But the characters were well developed, there wasn’t too much detail about each one but you can tell their reasonings for their actions.
I’m not likely to pick this up ever again and this is one I had to due to it being on my children’s lit reading list.

That’s all lovelies!
Kiely Marie
Oct 07, 2017 rated it did not like it
this wasn't a very good book and i didn't enjoy it at all! it's pretty cool that it was the first ever book written for children but i'm glad children's books and school stories have come a long way since then.
Jun 03, 2018 rated it did not like it
Just no.
Mar 25, 2018 rated it really liked it
I can see myself really enjoying this book as a child. As an adult, not so great and probably two stars but seeing as how it's meant for children...
Sep 18, 2018 rated it it was ok
Shelves: academic
. . . we must, if we would be happy, do always what is right, and trust for the Consequences. ~ Sarah Fielding
Feb 18, 2019 rated it did not like it
Recommends it for: literally no one, including people in the 18th century
Imagine having nothing but this and the Bible to read. Absolutely excruciating.
May 31, 2016 rated it it was amazing
I thoroughly enjoyed this book but am used to reading novels from the late 1800s and early 1900s. I imagine it would be far too overtly moralistic for the average twenty-first century reader. Although this is a children's book, I would not recommend it for children today.
Jan 23, 2014 rated it it was ok  ·  review of another edition
Shelves: read-in-2014
Still very moralistic in tone, the Governess does manage to tell the realistic story of a group of young girls, each with their own faults, trying to be better. The fairytales that are used to instruct them were quite interesting from a gender point of view, as well as simply quite entertaining.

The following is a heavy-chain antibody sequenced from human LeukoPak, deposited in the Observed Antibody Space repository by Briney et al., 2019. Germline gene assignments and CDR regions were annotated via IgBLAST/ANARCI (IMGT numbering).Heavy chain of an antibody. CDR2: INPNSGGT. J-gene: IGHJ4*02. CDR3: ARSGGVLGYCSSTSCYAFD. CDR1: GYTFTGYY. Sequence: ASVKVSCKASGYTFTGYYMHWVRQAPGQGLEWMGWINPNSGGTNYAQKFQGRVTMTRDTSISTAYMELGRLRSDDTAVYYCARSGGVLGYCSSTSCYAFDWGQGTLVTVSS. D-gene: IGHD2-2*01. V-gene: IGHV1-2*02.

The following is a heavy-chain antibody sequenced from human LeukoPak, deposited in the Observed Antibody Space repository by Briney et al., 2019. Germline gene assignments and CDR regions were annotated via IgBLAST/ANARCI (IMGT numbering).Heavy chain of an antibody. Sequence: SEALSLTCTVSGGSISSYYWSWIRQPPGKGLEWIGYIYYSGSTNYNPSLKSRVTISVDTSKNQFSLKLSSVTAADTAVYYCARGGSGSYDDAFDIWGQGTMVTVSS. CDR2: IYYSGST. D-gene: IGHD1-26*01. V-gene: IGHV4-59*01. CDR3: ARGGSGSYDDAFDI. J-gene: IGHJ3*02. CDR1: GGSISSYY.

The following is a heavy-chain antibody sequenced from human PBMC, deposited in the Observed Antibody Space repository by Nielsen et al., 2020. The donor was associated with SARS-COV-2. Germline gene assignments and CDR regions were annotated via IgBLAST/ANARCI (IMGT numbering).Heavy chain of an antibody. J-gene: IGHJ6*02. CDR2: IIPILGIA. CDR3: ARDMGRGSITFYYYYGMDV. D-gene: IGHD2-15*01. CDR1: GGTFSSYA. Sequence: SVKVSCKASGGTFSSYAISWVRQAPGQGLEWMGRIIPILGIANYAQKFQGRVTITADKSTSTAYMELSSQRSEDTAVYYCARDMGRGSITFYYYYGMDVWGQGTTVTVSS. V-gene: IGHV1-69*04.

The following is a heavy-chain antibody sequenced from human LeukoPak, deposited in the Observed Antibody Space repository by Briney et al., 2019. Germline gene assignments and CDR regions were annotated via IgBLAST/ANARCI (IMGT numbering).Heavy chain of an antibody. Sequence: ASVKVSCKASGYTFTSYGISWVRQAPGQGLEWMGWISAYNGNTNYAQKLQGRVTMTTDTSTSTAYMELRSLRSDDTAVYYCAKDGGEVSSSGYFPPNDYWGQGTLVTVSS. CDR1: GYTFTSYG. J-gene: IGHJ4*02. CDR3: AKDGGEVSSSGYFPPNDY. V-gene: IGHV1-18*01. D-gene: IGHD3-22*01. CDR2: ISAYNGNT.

Lana Del Slay
Oct 05, 2013 rated it liked it
It was neither here nor there, a charming morality tale. Obviously heavy-handed; what else would you expect of a novel that was meant to instruct its readers? For all that, it's cute enough to be worth a browse.
Mar 26, 2016 rated it it was ok
An interesting look at what was thought to be suitable literature for children in the 18th century. More moralistic than entertaining, this is more of a lesson in historical gender ideals than book for entertainment.
Sep 18, 2014 rated it liked it
Shelves: fiction-pre1900
Very moral based and at times hard to read but once you get past that it's actually a decent book.
Sep 26, 2007 added it
Recommends it for: Eh
This book, in all its 130-page glory, is pure torture. I can't force myself to finish it. I'm a disgrace.
Krista the Krazy Kataloguer
Originally published in 1749.
rated it did not like it
Nov 16, 2011
Sinéad Morgan
rated it it was ok
Aug 14, 2018
Laura Ricci
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Jan 26, 2014
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Jul 24, 2010
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Sep 05, 2012
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Jan 23, 2018
Lynda Calder
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Jul 03, 2014
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Sarah Fielding was a British author and sister of the novelist Henry Fielding. She was the author of The Governess, or The Little Female Academy (1749), which was the first novel in English written especially for children (children's literature), and had earlier achieved success with her novel The Adventures of David Simple (1744).